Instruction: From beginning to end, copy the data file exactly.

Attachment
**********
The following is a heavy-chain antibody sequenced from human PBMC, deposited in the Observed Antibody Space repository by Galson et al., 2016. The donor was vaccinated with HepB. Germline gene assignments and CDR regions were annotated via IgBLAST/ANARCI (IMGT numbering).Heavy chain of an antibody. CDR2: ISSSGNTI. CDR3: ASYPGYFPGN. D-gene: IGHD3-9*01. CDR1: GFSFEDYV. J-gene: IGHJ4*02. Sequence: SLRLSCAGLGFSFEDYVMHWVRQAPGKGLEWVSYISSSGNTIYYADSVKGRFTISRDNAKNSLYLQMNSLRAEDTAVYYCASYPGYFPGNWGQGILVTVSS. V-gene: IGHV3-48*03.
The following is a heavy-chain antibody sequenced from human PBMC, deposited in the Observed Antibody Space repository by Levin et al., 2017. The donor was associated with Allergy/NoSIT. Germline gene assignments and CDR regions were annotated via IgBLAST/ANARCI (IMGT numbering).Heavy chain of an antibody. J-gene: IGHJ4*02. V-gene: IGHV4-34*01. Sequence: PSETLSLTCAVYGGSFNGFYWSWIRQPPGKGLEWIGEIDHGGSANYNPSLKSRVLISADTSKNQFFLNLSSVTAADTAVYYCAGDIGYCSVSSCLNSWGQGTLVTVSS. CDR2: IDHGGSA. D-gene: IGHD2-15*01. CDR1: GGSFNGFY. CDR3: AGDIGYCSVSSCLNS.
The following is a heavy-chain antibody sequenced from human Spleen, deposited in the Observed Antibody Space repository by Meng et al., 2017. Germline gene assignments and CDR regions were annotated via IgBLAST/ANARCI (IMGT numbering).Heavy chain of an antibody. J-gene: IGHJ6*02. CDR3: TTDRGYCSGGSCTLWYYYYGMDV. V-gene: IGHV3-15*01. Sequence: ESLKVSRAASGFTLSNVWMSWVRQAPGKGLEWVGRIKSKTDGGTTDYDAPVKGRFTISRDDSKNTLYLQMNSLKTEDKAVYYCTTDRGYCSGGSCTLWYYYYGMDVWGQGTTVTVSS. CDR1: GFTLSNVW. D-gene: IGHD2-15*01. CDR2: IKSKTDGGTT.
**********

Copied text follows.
The following is a heavy-chain antibody sequenced from human PBMC, deposited in the Observed Antibody Space repository by Galson et al., 2016. The donor was vaccinated with HepB. Germline gene assignments and CDR regions were annotated via IgBLAST/ANARCI (IMGT numbering).Heavy chain of an antibody. CDR2: ISSSGNTI. CDR3: ASYPGYFPGN. D-gene: IGHD3-9*01. CDR1: GFSFEDYV. J-gene: IGHJ4*02. Sequence: SLRLSCAGLGFSFEDYVMHWVRQAPGKGLEWVSYISSSGNTIYYADSVKGRFTISRDNAKNSLYLQMNSLRAEDTAVYYCASYPGYFPGNWGQGILVTVSS. V-gene: IGHV3-48*03.
The following is a heavy-chain antibody sequenced from human PBMC, deposited in the Observed Antibody Space repository by Levin et al., 2017. The donor was associated with Allergy/NoSIT. Germline gene assignments and CDR regions were annotated via IgBLAST/ANARCI (IMGT numbering).Heavy chain of an antibody. J-gene: IGHJ4*02. V-gene: IGHV4-34*01. Sequence: PSETLSLTCAVYGGSFNGFYWSWIRQPPGKGLEWIGEIDHGGSANYNPSLKSRVLISADTSKNQFFLNLSSVTAADTAVYYCAGDIGYCSVSSCLNSWGQGTLVTVSS. CDR2: IDHGGSA. D-gene: IGHD2-15*01. CDR1: GGSFNGFY. CDR3: AGDIGYCSVSSCLNS.
The following is a heavy-chain antibody sequenced from human Spleen, deposited in the Observed Antibody Space repository by Meng et al., 2017. Germline gene assignments and CDR regions were annotated via IgBLAST/ANARCI (IMGT numbering).Heavy chain of an antibody. J-gene: IGHJ6*02. CDR3: TTDRGYCSGGSCTLWYYYYGMDV. V-gene: IGHV3-15*01. Sequence: ESLKVSRAASGFTLSNVWMSWVRQAPGKGLEWVGRIKSKTDGGTTDYDAPVKGRFTISRDDSKNTLYLQMNSLKTEDKAVYYCTTDRGYCSGGSCTLWYYYYGMDVWGQGTTVTVSS. CDR1: GFTLSNVW. D-gene: IGHD2-15*01. CDR2: IKSKTDGGTT.